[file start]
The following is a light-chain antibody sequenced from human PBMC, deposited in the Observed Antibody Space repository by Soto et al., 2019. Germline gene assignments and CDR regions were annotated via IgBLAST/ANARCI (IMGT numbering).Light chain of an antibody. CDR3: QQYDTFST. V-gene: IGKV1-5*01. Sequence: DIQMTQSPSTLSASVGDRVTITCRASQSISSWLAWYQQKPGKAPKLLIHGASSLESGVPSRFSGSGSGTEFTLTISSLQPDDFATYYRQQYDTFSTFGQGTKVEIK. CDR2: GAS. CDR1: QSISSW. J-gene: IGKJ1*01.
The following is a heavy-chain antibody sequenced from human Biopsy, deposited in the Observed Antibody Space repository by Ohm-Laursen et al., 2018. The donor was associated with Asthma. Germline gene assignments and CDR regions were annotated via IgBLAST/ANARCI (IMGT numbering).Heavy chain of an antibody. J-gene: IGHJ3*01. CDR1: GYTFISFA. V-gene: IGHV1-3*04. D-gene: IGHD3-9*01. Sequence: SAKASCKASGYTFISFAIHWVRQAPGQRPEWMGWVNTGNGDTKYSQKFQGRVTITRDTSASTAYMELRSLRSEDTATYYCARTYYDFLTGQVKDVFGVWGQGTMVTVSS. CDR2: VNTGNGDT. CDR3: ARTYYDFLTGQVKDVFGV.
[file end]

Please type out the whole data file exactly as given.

The following is a light-chain antibody sequenced from human PBMC, deposited in the Observed Antibody Space repository by Soto et al., 2019. Germline gene assignments and CDR regions were annotated via IgBLAST/ANARCI (IMGT numbering).Light chain of an antibody. CDR3: QQYDTFST. V-gene: IGKV1-5*01. Sequence: DIQMTQSPSTLSASVGDRVTITCRASQSISSWLAWYQQKPGKAPKLLIHGASSLESGVPSRFSGSGSGTEFTLTISSLQPDDFATYYRQQYDTFSTFGQGTKVEIK. CDR2: GAS. CDR1: QSISSW. J-gene: IGKJ1*01.
The following is a heavy-chain antibody sequenced from human Biopsy, deposited in the Observed Antibody Space repository by Ohm-Laursen et al., 2018. The donor was associated with Asthma. Germline gene assignments and CDR regions were annotated via IgBLAST/ANARCI (IMGT numbering).Heavy chain of an antibody. J-gene: IGHJ3*01. CDR1: GYTFISFA. V-gene: IGHV1-3*04. D-gene: IGHD3-9*01. Sequence: SAKASCKASGYTFISFAIHWVRQAPGQRPEWMGWVNTGNGDTKYSQKFQGRVTITRDTSASTAYMELRSLRSEDTATYYCARTYYDFLTGQVKDVFGVWGQGTMVTVSS. CDR2: VNTGNGDT. CDR3: ARTYYDFLTGQVKDVFGV.